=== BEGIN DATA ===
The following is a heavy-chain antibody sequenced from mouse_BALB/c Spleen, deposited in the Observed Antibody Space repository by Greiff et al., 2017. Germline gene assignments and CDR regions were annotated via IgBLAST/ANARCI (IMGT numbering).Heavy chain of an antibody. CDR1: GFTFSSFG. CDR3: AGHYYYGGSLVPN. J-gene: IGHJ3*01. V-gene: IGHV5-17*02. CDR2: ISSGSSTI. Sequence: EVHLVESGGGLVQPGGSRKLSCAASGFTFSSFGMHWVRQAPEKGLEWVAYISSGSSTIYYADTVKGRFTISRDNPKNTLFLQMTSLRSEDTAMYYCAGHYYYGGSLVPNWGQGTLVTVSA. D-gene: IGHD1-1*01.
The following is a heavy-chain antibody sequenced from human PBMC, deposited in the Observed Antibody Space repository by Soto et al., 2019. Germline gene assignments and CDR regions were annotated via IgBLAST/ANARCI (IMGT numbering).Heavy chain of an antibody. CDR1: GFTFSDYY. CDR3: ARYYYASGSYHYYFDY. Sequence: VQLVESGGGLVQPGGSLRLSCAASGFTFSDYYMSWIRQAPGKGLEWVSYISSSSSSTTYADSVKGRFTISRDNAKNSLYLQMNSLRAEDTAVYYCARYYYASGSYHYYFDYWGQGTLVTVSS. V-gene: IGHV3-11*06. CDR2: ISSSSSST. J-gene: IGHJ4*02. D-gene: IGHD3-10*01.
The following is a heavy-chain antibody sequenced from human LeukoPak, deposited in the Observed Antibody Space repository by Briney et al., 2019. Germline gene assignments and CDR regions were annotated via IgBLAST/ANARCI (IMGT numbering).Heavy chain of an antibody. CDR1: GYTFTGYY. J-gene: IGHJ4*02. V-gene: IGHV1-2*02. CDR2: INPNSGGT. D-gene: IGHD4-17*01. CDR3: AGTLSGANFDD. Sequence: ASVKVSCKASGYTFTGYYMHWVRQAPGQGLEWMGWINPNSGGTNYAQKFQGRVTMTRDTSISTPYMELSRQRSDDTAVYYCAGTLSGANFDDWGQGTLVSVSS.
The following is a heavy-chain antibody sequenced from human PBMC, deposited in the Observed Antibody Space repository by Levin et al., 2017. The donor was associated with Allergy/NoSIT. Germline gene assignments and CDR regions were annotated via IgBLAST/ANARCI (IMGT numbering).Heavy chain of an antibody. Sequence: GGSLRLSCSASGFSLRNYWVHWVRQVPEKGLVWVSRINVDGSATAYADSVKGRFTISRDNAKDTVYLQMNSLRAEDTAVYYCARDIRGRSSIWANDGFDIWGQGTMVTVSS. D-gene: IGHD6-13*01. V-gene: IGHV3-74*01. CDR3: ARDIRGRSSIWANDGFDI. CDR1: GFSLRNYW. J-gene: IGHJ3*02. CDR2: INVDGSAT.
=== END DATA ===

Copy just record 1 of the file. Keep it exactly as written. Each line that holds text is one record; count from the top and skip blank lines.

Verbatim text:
The following is a heavy-chain antibody sequenced from mouse_BALB/c Spleen, deposited in the Observed Antibody Space repository by Greiff et al., 2017. Germline gene assignments and CDR regions were annotated via IgBLAST/ANARCI (IMGT numbering).Heavy chain of an antibody. CDR1: GFTFSSFG. CDR3: AGHYYYGGSLVPN. J-gene: IGHJ3*01. V-gene: IGHV5-17*02. CDR2: ISSGSSTI. Sequence: EVHLVESGGGLVQPGGSRKLSCAASGFTFSSFGMHWVRQAPEKGLEWVAYISSGSSTIYYADTVKGRFTISRDNPKNTLFLQMTSLRSEDTAMYYCAGHYYYGGSLVPNWGQGTLVTVSA. D-gene: IGHD1-1*01.